At this writing, Mike Ruppert is not only alive and well in Venezuela, but beginning to create a new life, settle in, and has recently published on the FTW website, his historical 5000-word statement regarding his departure. Meanwhile, From The Wilderness has re-affirmed its commitment to publish not only what is certain to be an outpouring of writings from Mike, but quality stories and analysis that cannot be found elsewhere. It is a new day for FTW, as well as for Mike. You, our readers, do not have the deaf ears on which Mike’s words have so often fallen. You have listened, supported us, and at times, challenged us when we needed to be challenged. We are here for you, and we thank you for being there for us.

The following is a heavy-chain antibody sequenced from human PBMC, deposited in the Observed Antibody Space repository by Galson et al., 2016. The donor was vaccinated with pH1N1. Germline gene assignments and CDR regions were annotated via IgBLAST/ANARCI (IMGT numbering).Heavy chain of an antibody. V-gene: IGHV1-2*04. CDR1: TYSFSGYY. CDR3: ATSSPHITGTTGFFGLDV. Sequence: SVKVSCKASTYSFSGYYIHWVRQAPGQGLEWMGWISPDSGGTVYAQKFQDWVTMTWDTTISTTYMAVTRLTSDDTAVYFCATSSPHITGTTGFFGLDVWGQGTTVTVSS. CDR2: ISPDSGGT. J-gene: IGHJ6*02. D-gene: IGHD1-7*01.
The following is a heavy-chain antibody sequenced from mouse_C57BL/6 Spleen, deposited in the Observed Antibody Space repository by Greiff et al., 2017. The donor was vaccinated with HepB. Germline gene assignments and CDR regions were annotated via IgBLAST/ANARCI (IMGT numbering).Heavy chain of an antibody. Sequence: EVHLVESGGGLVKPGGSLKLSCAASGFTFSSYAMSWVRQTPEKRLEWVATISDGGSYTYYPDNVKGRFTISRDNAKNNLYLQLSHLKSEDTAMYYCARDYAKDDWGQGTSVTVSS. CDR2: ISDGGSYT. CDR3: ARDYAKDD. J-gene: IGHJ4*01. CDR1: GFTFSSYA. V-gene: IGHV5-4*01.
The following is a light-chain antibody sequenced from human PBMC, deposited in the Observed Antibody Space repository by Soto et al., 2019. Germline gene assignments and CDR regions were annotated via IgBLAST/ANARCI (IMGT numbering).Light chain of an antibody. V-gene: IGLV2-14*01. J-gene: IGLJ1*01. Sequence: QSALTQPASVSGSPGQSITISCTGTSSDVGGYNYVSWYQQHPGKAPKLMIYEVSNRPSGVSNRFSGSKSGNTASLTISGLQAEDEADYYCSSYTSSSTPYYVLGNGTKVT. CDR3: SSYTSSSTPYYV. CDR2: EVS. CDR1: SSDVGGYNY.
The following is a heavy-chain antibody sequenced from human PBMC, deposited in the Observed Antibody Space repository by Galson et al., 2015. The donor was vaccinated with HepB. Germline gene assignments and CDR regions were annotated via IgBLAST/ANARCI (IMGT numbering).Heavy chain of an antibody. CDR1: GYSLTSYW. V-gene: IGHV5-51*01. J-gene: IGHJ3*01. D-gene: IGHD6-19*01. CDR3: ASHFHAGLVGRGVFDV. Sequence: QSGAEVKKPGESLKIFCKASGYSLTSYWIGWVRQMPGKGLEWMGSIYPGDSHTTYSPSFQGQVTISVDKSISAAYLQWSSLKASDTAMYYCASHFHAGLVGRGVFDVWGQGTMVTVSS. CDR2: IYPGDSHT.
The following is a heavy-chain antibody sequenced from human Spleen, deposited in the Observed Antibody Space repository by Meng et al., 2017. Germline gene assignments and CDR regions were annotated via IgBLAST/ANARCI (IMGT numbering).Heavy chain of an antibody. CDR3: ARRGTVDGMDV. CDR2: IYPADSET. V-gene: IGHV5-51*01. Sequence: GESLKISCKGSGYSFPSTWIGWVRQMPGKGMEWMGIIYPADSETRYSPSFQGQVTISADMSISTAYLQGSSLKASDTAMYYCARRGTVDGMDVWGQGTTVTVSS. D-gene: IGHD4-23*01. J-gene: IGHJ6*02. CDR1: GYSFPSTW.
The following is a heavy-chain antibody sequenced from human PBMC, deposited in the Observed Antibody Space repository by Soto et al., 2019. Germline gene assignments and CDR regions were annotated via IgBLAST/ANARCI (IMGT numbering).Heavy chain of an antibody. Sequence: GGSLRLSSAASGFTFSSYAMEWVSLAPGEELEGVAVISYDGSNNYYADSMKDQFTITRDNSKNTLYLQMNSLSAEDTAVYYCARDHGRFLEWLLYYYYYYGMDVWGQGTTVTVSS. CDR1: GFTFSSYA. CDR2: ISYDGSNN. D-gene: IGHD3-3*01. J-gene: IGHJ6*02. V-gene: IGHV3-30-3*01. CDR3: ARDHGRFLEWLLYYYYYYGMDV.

Listening to Enya on that beautiful July morning, I had no idea of the new meaning that I would soon find in her all-too-familiar words. Today, I hear them in my mind for the first time, and forever more, when I hear them, I will think of Mike and the journey he began on July 17, 2006, a journey I was privileged to be a part of.
“Let me sail, let me sail, let the Orinoco flow.”